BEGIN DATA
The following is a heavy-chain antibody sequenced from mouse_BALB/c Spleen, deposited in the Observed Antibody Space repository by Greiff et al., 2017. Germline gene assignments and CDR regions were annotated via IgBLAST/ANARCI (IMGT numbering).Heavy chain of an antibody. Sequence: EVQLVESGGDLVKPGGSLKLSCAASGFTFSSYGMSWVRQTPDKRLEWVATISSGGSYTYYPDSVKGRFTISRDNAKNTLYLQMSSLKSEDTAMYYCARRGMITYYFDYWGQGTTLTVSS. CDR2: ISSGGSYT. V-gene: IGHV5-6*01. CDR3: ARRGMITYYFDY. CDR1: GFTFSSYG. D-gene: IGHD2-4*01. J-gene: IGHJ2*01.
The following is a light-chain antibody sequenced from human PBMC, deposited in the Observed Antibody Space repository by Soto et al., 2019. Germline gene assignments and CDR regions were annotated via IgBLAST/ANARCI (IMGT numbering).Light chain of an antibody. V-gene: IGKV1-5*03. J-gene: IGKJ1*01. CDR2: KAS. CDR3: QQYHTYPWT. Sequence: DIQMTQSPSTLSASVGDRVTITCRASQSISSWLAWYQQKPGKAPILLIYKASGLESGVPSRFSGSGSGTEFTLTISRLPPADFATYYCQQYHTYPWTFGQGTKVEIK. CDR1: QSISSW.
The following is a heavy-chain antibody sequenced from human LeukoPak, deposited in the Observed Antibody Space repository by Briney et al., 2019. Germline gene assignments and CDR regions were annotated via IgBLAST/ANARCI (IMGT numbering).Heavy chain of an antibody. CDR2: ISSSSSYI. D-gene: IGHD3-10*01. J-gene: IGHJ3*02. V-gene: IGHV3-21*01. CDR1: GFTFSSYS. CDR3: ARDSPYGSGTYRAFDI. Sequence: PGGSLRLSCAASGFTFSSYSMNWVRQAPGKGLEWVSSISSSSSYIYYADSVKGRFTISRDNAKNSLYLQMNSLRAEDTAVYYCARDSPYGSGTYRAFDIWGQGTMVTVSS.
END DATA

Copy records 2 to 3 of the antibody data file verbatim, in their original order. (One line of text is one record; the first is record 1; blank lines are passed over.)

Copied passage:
The following is a light-chain antibody sequenced from human PBMC, deposited in the Observed Antibody Space repository by Soto et al., 2019. Germline gene assignments and CDR regions were annotated via IgBLAST/ANARCI (IMGT numbering).Light chain of an antibody. V-gene: IGKV1-5*03. J-gene: IGKJ1*01. CDR2: KAS. CDR3: QQYHTYPWT. Sequence: DIQMTQSPSTLSASVGDRVTITCRASQSISSWLAWYQQKPGKAPILLIYKASGLESGVPSRFSGSGSGTEFTLTISRLPPADFATYYCQQYHTYPWTFGQGTKVEIK. CDR1: QSISSW.
The following is a heavy-chain antibody sequenced from human LeukoPak, deposited in the Observed Antibody Space repository by Briney et al., 2019. Germline gene assignments and CDR regions were annotated via IgBLAST/ANARCI (IMGT numbering).Heavy chain of an antibody. CDR2: ISSSSSYI. D-gene: IGHD3-10*01. J-gene: IGHJ3*02. V-gene: IGHV3-21*01. CDR1: GFTFSSYS. CDR3: ARDSPYGSGTYRAFDI. Sequence: PGGSLRLSCAASGFTFSSYSMNWVRQAPGKGLEWVSSISSSSSYIYYADSVKGRFTISRDNAKNSLYLQMNSLRAEDTAVYYCARDSPYGSGTYRAFDIWGQGTMVTVSS.